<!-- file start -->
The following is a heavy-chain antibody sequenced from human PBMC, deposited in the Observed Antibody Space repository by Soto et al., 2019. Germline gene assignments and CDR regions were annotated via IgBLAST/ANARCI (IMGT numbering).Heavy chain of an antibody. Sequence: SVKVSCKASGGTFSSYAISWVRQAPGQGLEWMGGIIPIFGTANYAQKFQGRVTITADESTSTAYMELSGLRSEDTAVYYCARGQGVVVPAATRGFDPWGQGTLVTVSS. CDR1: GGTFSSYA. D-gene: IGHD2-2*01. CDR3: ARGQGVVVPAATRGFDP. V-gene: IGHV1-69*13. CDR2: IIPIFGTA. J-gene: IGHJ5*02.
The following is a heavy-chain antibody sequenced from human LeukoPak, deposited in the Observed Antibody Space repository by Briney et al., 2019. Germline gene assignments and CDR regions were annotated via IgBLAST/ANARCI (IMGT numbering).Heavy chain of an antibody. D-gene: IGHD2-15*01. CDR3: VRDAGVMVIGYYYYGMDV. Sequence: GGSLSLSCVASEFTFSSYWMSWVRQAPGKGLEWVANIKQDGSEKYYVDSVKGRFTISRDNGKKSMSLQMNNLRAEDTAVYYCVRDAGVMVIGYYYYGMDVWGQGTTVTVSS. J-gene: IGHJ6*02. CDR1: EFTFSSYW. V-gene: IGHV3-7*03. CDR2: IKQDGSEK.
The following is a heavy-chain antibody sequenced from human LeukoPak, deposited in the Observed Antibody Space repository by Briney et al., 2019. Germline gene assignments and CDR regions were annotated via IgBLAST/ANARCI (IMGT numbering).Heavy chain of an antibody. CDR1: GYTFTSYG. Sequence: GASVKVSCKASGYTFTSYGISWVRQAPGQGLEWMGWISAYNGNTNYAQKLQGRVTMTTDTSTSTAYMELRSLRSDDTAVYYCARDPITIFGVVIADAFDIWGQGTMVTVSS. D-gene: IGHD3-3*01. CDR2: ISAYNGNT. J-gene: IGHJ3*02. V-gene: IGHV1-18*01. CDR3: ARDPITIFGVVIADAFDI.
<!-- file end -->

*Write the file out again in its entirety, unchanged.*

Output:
The following is a heavy-chain antibody sequenced from human PBMC, deposited in the Observed Antibody Space repository by Soto et al., 2019. Germline gene assignments and CDR regions were annotated via IgBLAST/ANARCI (IMGT numbering).Heavy chain of an antibody. Sequence: SVKVSCKASGGTFSSYAISWVRQAPGQGLEWMGGIIPIFGTANYAQKFQGRVTITADESTSTAYMELSGLRSEDTAVYYCARGQGVVVPAATRGFDPWGQGTLVTVSS. CDR1: GGTFSSYA. D-gene: IGHD2-2*01. CDR3: ARGQGVVVPAATRGFDP. V-gene: IGHV1-69*13. CDR2: IIPIFGTA. J-gene: IGHJ5*02.
The following is a heavy-chain antibody sequenced from human LeukoPak, deposited in the Observed Antibody Space repository by Briney et al., 2019. Germline gene assignments and CDR regions were annotated via IgBLAST/ANARCI (IMGT numbering).Heavy chain of an antibody. D-gene: IGHD2-15*01. CDR3: VRDAGVMVIGYYYYGMDV. Sequence: GGSLSLSCVASEFTFSSYWMSWVRQAPGKGLEWVANIKQDGSEKYYVDSVKGRFTISRDNGKKSMSLQMNNLRAEDTAVYYCVRDAGVMVIGYYYYGMDVWGQGTTVTVSS. J-gene: IGHJ6*02. CDR1: EFTFSSYW. V-gene: IGHV3-7*03. CDR2: IKQDGSEK.
The following is a heavy-chain antibody sequenced from human LeukoPak, deposited in the Observed Antibody Space repository by Briney et al., 2019. Germline gene assignments and CDR regions were annotated via IgBLAST/ANARCI (IMGT numbering).Heavy chain of an antibody. CDR1: GYTFTSYG. Sequence: GASVKVSCKASGYTFTSYGISWVRQAPGQGLEWMGWISAYNGNTNYAQKLQGRVTMTTDTSTSTAYMELRSLRSDDTAVYYCARDPITIFGVVIADAFDIWGQGTMVTVSS. D-gene: IGHD3-3*01. CDR2: ISAYNGNT. J-gene: IGHJ3*02. V-gene: IGHV1-18*01. CDR3: ARDPITIFGVVIADAFDI.